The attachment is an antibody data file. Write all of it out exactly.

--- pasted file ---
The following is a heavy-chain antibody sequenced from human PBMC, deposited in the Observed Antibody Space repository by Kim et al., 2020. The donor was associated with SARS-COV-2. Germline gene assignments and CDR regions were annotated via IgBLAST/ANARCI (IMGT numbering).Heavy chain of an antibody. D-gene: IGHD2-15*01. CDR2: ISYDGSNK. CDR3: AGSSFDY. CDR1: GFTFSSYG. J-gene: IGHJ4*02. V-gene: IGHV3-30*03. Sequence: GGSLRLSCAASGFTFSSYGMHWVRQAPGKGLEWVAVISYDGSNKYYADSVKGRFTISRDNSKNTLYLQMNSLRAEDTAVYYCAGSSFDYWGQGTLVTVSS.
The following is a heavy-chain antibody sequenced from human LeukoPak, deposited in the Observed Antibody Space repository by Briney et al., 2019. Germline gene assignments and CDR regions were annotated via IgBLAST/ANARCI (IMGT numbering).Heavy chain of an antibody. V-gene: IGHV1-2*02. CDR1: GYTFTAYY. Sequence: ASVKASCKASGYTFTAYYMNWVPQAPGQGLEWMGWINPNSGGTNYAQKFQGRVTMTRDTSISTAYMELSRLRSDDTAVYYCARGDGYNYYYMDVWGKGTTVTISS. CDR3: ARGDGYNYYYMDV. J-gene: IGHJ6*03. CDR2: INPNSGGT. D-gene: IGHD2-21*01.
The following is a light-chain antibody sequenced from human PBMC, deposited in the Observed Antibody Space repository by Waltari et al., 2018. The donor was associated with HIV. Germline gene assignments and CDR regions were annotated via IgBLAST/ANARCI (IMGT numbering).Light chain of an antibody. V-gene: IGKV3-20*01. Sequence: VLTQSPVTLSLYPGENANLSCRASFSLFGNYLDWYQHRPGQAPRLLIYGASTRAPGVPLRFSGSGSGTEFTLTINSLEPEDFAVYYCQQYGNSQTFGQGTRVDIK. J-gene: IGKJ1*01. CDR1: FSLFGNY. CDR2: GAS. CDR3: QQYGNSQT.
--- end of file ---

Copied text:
The following is a heavy-chain antibody sequenced from human PBMC, deposited in the Observed Antibody Space repository by Kim et al., 2020. The donor was associated with SARS-COV-2. Germline gene assignments and CDR regions were annotated via IgBLAST/ANARCI (IMGT numbering).Heavy chain of an antibody. D-gene: IGHD2-15*01. CDR2: ISYDGSNK. CDR3: AGSSFDY. CDR1: GFTFSSYG. J-gene: IGHJ4*02. V-gene: IGHV3-30*03. Sequence: GGSLRLSCAASGFTFSSYGMHWVRQAPGKGLEWVAVISYDGSNKYYADSVKGRFTISRDNSKNTLYLQMNSLRAEDTAVYYCAGSSFDYWGQGTLVTVSS.
The following is a heavy-chain antibody sequenced from human LeukoPak, deposited in the Observed Antibody Space repository by Briney et al., 2019. Germline gene assignments and CDR regions were annotated via IgBLAST/ANARCI (IMGT numbering).Heavy chain of an antibody. V-gene: IGHV1-2*02. CDR1: GYTFTAYY. Sequence: ASVKASCKASGYTFTAYYMNWVPQAPGQGLEWMGWINPNSGGTNYAQKFQGRVTMTRDTSISTAYMELSRLRSDDTAVYYCARGDGYNYYYMDVWGKGTTVTISS. CDR3: ARGDGYNYYYMDV. J-gene: IGHJ6*03. CDR2: INPNSGGT. D-gene: IGHD2-21*01.
The following is a light-chain antibody sequenced from human PBMC, deposited in the Observed Antibody Space repository by Waltari et al., 2018. The donor was associated with HIV. Germline gene assignments and CDR regions were annotated via IgBLAST/ANARCI (IMGT numbering).Light chain of an antibody. V-gene: IGKV3-20*01. Sequence: VLTQSPVTLSLYPGENANLSCRASFSLFGNYLDWYQHRPGQAPRLLIYGASTRAPGVPLRFSGSGSGTEFTLTINSLEPEDFAVYYCQQYGNSQTFGQGTRVDIK. J-gene: IGKJ1*01. CDR1: FSLFGNY. CDR2: GAS. CDR3: QQYGNSQT.